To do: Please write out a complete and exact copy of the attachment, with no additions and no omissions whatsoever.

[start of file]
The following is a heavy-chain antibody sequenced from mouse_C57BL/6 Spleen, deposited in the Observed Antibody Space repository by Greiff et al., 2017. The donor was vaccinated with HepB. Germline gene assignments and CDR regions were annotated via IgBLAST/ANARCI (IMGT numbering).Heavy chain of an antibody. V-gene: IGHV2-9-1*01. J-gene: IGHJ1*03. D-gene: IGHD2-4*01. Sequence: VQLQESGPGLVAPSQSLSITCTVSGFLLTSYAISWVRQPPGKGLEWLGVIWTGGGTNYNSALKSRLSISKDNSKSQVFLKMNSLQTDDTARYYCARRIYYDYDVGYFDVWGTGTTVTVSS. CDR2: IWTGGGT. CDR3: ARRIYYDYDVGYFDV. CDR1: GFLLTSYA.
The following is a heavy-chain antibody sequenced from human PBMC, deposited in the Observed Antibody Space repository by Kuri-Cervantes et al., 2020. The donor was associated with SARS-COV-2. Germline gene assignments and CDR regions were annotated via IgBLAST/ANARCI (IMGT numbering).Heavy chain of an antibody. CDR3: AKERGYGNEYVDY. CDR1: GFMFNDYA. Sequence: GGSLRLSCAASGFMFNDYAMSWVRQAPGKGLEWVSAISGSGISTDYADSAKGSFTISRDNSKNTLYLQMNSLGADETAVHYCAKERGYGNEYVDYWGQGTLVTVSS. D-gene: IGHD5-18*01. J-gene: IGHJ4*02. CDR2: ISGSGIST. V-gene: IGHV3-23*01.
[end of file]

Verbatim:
The following is a heavy-chain antibody sequenced from mouse_C57BL/6 Spleen, deposited in the Observed Antibody Space repository by Greiff et al., 2017. The donor was vaccinated with HepB. Germline gene assignments and CDR regions were annotated via IgBLAST/ANARCI (IMGT numbering).Heavy chain of an antibody. V-gene: IGHV2-9-1*01. J-gene: IGHJ1*03. D-gene: IGHD2-4*01. Sequence: VQLQESGPGLVAPSQSLSITCTVSGFLLTSYAISWVRQPPGKGLEWLGVIWTGGGTNYNSALKSRLSISKDNSKSQVFLKMNSLQTDDTARYYCARRIYYDYDVGYFDVWGTGTTVTVSS. CDR2: IWTGGGT. CDR3: ARRIYYDYDVGYFDV. CDR1: GFLLTSYA.
The following is a heavy-chain antibody sequenced from human PBMC, deposited in the Observed Antibody Space repository by Kuri-Cervantes et al., 2020. The donor was associated with SARS-COV-2. Germline gene assignments and CDR regions were annotated via IgBLAST/ANARCI (IMGT numbering).Heavy chain of an antibody. CDR3: AKERGYGNEYVDY. CDR1: GFMFNDYA. Sequence: GGSLRLSCAASGFMFNDYAMSWVRQAPGKGLEWVSAISGSGISTDYADSAKGSFTISRDNSKNTLYLQMNSLGADETAVHYCAKERGYGNEYVDYWGQGTLVTVSS. D-gene: IGHD5-18*01. J-gene: IGHJ4*02. CDR2: ISGSGIST. V-gene: IGHV3-23*01.